Here are two photos which have recently set firing the beauty-appreciation neurons in my brain.
This one is from a garden in South Carolina.
And this is from South Africa.
The description that went with this photo made it even more beautiful to me:
For trees that grow on mountaintops near Cape Town, South Africa, wind can be a magnificent sculptor. Trees that can handle the wind’s effects best will alter their shape to deal with the load of the wind.
At first I felt like both of these pictures struck me as equally beautiful. But, on second thought, I realized that I’m not even sure I want to like the second photo, even though it still registered in my brain as beautiful.
Going all cerebral about my feelings, as I am wont to do, this is what I figured out: The first picture feels kind of like hopeful longing–anticipation of extravagant abundance and more than enoughness. Its beauty seems lush and overflowing and refreshing. I look at it and feel the happiness of not having to worry about drought or anything else, really. Everything the flowers need is implied in that photo, with no cares or concerns about how the needs will be met. It is the kind of picture that makes me feel that, maybe, truly, if God cares for the flowers of the field, I have nothing to worry about.
The second picture feels harsh to me. Life is harsh and hard enough. Why do I want a picture reminding me figuratively of what that feels like, day in and day out? But, still I’m drawn to it, and, in spite of myself, I see and feel beauty when I look at it. It feels like a redeeming kind of beauty. Realistic. Beauty out of what is. Even when “what is” seems to fight against life, let alone beauty. But, still, it’s there. It is a harsh beauty, and one that feels a lot closer to my life than flowers which only have to be concerned with soaking up the water they need, and which know no shortage of that water.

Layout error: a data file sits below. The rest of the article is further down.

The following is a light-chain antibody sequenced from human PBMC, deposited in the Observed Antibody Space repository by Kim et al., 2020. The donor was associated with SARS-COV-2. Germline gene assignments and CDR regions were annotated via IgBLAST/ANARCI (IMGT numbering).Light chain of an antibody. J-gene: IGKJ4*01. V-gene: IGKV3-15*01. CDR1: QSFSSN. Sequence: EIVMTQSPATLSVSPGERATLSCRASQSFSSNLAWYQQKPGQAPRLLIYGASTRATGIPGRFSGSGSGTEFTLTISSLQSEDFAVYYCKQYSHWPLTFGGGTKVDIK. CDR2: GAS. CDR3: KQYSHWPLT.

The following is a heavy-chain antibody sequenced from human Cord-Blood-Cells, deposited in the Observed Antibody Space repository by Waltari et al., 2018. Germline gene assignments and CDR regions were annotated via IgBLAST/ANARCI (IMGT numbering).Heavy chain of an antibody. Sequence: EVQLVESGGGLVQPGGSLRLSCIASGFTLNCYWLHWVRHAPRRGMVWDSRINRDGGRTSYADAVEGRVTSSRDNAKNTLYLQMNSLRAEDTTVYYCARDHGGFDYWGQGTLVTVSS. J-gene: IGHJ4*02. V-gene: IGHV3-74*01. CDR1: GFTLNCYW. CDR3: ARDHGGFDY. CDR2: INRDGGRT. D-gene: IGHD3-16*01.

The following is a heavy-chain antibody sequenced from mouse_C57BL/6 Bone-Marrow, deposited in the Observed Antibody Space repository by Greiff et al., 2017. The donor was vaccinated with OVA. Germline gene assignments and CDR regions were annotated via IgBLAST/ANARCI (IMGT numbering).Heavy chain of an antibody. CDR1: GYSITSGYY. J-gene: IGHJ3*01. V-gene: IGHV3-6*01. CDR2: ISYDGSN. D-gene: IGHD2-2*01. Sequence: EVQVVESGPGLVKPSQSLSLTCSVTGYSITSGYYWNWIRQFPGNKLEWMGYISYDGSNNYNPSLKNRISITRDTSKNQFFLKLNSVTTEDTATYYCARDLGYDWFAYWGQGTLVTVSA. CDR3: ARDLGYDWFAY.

The first photo resonates with my longings. The second photo with my reality. The one holds out hope for a life that might someday be wonderfully easy and beautifully abundant. The second gives hope that there is, against all odds, a beauty and magnificence in dealing with the “load of the wind” in the life I’m living today.
I found a poem today in my new Langston Hughes anthology, which stirred the same kind of feelings in me as the photo from Cape Town:
I’ve been scarred and battered,
My hopes the wind done scattered.
Snow has friz me, sun has baked me.
Looks like between ’em
They done tried to make me
Stop laughin’, stop lovin’, stop livin’–
But I don’t care!
I’m still here.
(“Still Here” from The Collected Poems of Langston Hughes, p. 295)
And, finally, most days I get an email from Story People, with a short, pithy and often silly but poignant saying (thanks to Bill, a visitor to this website, for introducing me to Story People). Today’s little thought seemed fitting here:
She said she usually cried at least once each day not because she was sad, but because the world was so beautiful & life was so short.
If, perchance, you are a thinker rather than a feeler, who reads this site (and has stuck around long enough to read to the end of this post), but are shuddering at all the touchy feely stuff, you might find some camaraderie with Ralph, who left a comment in response to the above thought (or should I say the above feeling?):
Oh dear! I’m not sure I could stand to be around this person for any length of time.
That’s okay, Ralph. We need people like you in the world to balance out people like me. And, even if you couldn’t stand to be around people like me for any length of time, it was nice of you to make me smile today! 🙂